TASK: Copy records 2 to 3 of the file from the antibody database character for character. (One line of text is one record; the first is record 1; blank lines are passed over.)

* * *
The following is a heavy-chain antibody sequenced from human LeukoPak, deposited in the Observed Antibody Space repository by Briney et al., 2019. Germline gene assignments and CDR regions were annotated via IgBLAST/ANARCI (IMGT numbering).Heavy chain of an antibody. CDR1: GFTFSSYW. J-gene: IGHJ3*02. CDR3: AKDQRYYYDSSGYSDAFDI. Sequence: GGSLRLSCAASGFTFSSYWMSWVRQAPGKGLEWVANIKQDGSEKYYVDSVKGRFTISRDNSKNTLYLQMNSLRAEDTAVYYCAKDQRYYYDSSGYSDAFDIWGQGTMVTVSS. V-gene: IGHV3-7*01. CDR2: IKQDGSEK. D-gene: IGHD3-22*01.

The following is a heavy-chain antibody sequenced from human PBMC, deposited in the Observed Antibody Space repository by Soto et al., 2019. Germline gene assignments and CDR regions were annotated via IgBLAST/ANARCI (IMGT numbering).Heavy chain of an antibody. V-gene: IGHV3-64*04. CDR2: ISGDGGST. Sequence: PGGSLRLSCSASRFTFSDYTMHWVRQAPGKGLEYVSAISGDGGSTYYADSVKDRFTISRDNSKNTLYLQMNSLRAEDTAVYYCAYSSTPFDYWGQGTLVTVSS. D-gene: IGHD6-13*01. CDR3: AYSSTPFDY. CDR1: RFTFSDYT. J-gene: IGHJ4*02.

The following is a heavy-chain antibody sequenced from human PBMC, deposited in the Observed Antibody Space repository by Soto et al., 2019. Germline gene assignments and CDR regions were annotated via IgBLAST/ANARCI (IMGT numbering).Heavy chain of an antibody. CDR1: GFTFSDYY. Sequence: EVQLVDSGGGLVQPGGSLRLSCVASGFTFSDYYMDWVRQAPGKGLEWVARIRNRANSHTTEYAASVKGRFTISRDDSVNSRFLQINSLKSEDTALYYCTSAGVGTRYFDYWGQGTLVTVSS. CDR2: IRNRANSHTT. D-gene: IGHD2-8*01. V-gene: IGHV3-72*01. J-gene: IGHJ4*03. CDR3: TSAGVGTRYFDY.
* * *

The following is a heavy-chain antibody sequenced from human PBMC, deposited in the Observed Antibody Space repository by Soto et al., 2019. Germline gene assignments and CDR regions were annotated via IgBLAST/ANARCI (IMGT numbering).Heavy chain of an antibody. V-gene: IGHV3-64*04. CDR2: ISGDGGST. Sequence: PGGSLRLSCSASRFTFSDYTMHWVRQAPGKGLEYVSAISGDGGSTYYADSVKDRFTISRDNSKNTLYLQMNSLRAEDTAVYYCAYSSTPFDYWGQGTLVTVSS. D-gene: IGHD6-13*01. CDR3: AYSSTPFDY. CDR1: RFTFSDYT. J-gene: IGHJ4*02.

The following is a heavy-chain antibody sequenced from human PBMC, deposited in the Observed Antibody Space repository by Soto et al., 2019. Germline gene assignments and CDR regions were annotated via IgBLAST/ANARCI (IMGT numbering).Heavy chain of an antibody. CDR1: GFTFSDYY. Sequence: EVQLVDSGGGLVQPGGSLRLSCVASGFTFSDYYMDWVRQAPGKGLEWVARIRNRANSHTTEYAASVKGRFTISRDDSVNSRFLQINSLKSEDTALYYCTSAGVGTRYFDYWGQGTLVTVSS. CDR2: IRNRANSHTT. D-gene: IGHD2-8*01. V-gene: IGHV3-72*01. J-gene: IGHJ4*03. CDR3: TSAGVGTRYFDY.